Monday night's premiere of "Dancing with the Stars" has celebrities – among them Pamela Anderson, Buzz Aldrin and Kate Gosselin – showcasing their dance moves for the world and driving a point home for those sitting at home: For some people, dancing is a natural form of expression. For others with two left feet, dancing can be more of a spectacle.
The answer to why we dance – and even why some people are better dancers than others – can be found in evolution. A study published in the Public Library of Science’s genetics journal in 2006 suggested that long ago the ability to dance was actually connected to the ability to survive.
According to the study, dancing was a way for our prehistoric ancestors to bond and communicate, particularly during tough times. As a result, scientists believe that early humans who were coordinated and rhythmic could have had an evolutionary advantage.
The researchers examined the DNA of a group of dancers and non-dancers and found that the dancers shared two genes associated with a predisposition for being good social communicators. In addition, the dancers were found to have higher levels of serotonin, known to boost moods in humans and mice.
Early humans might have danced to attract a mate, as far back as 1.5 million years ago, according to Steven J. Mithen, an archaeologist at the University of Reading in the United Kingdom.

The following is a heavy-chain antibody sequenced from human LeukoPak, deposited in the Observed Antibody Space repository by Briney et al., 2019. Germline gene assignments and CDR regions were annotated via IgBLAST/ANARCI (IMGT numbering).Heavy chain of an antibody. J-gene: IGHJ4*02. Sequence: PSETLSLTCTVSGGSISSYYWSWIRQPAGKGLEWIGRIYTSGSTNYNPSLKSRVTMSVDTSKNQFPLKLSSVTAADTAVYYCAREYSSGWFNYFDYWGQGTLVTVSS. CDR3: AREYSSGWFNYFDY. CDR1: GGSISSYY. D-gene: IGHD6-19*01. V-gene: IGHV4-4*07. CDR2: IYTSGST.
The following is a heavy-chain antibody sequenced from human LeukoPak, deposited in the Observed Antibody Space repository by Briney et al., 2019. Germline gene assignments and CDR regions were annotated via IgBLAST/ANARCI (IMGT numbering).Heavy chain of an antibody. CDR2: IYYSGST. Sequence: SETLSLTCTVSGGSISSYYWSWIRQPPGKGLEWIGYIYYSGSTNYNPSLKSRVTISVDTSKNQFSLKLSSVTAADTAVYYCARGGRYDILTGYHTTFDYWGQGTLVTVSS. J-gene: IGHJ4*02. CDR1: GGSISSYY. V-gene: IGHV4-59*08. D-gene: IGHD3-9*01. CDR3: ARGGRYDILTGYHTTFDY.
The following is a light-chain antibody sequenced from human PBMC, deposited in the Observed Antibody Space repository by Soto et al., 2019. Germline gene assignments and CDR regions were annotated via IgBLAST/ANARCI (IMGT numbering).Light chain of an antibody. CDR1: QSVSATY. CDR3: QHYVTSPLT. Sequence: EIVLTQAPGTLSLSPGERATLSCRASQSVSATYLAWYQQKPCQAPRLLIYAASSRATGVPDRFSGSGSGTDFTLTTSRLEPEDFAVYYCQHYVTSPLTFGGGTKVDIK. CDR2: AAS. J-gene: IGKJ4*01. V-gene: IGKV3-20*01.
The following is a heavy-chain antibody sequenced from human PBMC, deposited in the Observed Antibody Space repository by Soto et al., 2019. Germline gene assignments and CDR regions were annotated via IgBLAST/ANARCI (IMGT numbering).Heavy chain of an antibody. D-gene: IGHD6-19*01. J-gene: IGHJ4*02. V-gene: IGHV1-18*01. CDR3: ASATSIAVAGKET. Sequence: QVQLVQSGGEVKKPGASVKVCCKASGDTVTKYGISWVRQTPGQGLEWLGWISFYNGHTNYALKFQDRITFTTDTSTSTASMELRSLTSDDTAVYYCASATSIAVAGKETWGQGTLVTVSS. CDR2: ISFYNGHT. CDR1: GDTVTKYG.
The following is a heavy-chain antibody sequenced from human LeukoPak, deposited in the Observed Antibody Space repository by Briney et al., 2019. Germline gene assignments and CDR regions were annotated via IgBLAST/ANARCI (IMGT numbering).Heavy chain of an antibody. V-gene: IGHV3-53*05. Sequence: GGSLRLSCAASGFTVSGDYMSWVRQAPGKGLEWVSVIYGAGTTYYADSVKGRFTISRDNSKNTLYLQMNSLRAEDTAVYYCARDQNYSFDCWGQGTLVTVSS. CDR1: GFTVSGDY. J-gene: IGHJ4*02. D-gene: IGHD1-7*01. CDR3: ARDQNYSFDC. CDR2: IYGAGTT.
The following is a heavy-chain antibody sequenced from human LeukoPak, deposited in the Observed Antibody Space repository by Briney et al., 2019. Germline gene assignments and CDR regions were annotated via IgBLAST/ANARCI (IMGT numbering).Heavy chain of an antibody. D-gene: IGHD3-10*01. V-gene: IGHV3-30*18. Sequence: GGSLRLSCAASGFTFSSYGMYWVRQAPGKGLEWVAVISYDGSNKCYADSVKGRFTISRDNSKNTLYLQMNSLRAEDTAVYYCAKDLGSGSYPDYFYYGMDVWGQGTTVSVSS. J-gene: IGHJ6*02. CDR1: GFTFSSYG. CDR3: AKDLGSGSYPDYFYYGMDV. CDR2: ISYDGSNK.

A more recent study suggests babies are born to dance, with the ability to bop to the beat as young as 5 months old. The scientists aren't sure why humans might have this innate ability. Of course, not everyone is born with as much ability as the best dancers. One difference: body symmetry. Dancers are more symmetrical, research has shown.
So, while dancing is no longer a factor in our everyday survival, this season's contestants on "Dancing with the Stars" will be dancing for their survival on the show. And which of the celebrities will earn bragging rights and the coveted disco ball trophy? Only time (and fan votes) will tell.
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Denise Chow was the assistant managing editor at Live Science before moving to NBC News as a science reporter, where she focuses on general science and climate change. Before joining the Live Science team in 2013, she spent two years as a staff writer for Space.com, writing about rocket launches and covering NASA's final three space shuttle missions. A Canadian transplant, Denise has a bachelor's degree from the University of Toronto, and a master's degree in journalism from New York University.